I have a spacer that reaches from the top of the stem and over the top of the steerer tube. I am able to lock it down with the top cap, but I was wondering if it is safe to ride like this, or if I should get a smaller spacer so that the spacer and top cap is flush with the top of the steerer tube. The picture below illustrates the situation (hopefully).

enter image description here

3 Answers 3


You actually need something sticking up above the top of your steer tube. It can be either a spacer or the stem itself. This is because the top cap squeezing down onto the stem/spacer stack is what keeps the headset bearings snugly in their cups. If the top cap is flush with the steer tube, there will be play in the headset which is bad.

Park Tools has a very detailed set of instructions about headsets that you might want to look over. The following image is from those instructions and shows the amount of space that you need. More than that is acceptable as well, as long as it's not so much that the stem or spacer at the top is barely holding on. In your case, as long as the steer tube protrudes 2/3 of the way through your top spacer, you're probably ok. If you shuffle it around and put the stem on top of the stack, you'll want to make sure that the steer tube is well above the pinch bolts.

enter image description here

  • What's the recommended height of that gap? At the moment the gap for me is 0mm with a new stem and I get lots of play on the headset. Aug 11, 2018 at 11:08
  • 0mm would be no gap at all. I'm not aware of an official recommendation anywhere. It's at least somewhat dependent on the specific parts involved. Top caps seat themselves inside the stem a bit. Your gap has to be big enough to accommodate that seat and still have some room to tighten down. You'll probably be fine buying the shortest headset spacer available at your local bike shop and putting it under the stem, just like the picture shows.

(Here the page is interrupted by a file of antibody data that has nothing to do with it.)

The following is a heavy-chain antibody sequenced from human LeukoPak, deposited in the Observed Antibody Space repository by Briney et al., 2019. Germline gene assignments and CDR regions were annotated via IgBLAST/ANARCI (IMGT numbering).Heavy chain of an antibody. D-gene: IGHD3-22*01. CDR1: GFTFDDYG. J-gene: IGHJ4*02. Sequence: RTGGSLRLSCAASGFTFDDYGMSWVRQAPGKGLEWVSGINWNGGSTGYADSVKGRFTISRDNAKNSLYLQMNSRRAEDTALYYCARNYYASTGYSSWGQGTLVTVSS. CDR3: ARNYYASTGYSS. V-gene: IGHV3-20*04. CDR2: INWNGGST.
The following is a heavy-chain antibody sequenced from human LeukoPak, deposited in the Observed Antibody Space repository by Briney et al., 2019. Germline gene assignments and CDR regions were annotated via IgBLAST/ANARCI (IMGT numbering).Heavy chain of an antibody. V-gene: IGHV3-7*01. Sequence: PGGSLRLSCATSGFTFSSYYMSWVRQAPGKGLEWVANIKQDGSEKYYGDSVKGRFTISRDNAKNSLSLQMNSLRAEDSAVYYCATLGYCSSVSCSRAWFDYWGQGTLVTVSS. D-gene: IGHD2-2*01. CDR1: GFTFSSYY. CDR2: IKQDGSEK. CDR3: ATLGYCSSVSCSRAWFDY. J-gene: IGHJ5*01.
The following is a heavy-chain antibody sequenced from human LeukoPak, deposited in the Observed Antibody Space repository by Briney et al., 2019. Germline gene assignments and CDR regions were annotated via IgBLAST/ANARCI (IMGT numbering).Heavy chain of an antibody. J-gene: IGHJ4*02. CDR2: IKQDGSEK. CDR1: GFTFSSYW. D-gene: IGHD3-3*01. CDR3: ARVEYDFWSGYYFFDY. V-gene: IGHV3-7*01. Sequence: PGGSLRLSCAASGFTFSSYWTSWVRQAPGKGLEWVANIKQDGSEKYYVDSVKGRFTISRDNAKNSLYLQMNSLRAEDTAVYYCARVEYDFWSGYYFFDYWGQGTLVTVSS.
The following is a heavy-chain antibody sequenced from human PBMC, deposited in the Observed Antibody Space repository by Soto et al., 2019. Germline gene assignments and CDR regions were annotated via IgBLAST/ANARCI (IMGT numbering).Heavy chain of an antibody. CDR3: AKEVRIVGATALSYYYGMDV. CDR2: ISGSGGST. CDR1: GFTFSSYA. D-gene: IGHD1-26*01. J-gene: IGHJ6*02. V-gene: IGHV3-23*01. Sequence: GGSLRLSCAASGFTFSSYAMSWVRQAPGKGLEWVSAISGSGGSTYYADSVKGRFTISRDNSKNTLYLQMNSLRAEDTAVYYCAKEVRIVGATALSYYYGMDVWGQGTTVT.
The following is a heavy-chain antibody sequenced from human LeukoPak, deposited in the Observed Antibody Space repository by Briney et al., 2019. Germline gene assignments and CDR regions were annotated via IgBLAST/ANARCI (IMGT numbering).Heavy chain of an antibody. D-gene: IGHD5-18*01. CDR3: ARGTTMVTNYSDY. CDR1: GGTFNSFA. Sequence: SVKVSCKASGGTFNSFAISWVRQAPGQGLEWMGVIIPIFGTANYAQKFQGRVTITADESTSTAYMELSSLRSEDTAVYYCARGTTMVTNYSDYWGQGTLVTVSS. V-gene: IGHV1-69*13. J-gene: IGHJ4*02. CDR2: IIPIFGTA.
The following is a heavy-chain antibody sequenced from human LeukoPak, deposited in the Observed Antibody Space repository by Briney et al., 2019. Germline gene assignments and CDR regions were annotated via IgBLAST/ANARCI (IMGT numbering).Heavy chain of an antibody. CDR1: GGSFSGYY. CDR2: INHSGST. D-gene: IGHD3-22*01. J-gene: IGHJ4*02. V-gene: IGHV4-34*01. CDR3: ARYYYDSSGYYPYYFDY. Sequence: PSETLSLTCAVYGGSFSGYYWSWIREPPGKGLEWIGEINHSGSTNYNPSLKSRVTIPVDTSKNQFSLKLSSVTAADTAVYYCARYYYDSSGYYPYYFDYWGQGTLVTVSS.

– jimchristie
    Aug 13, 2018 at 13:01
  • I already have a 5mm spacer under the stem, I was wonder whether I should get a 6mm or a 7mm instead (or equivalently a 2mm additional spacer). Aug 14, 2018 at 8:39
  • 1
    You definitely need something more if there's no gap. It's impossible to say how much more without seeing it. At a guess, I'd say 2mm would do it. But I could be wrong. It doesn't really matter if you replace your existing spacer with a bigger one or add an additional spacer.
    – jimchristie
    Aug 14, 2018 at 17:47

It would seem to be safe to me as long as the stem is properly installed. The clamp bolts of the stem on the steerer tube in a threadless headset setup are what holds the whole assembly together. Spacers below the stem are required to eliminate vertical play. Spacers above the stem are only required for aesthetics.

The only risk I see is that if the bolts on the stem loosen then the cap screw will be at increased risk of shearing and will not provide any real backup security of the assembly, but you shouldn't be relying on that anyway.

  • 1
    Spacers above the stem are needed to hold the stem in place while you do up the stem (assuming the top of the stem is below the top of the steerer). Once the stem is done up, then keeping the cap (and any spacers) is purely aesthetic (you really shouldn't be relying on it as backup for clamping the stem).
    – armb
    Feb 5, 2015 at 18:09

Totally fine.
If the stem was sitting well above the steerer you would be in trouble, but having a spacer with a big gap should be of no concern.

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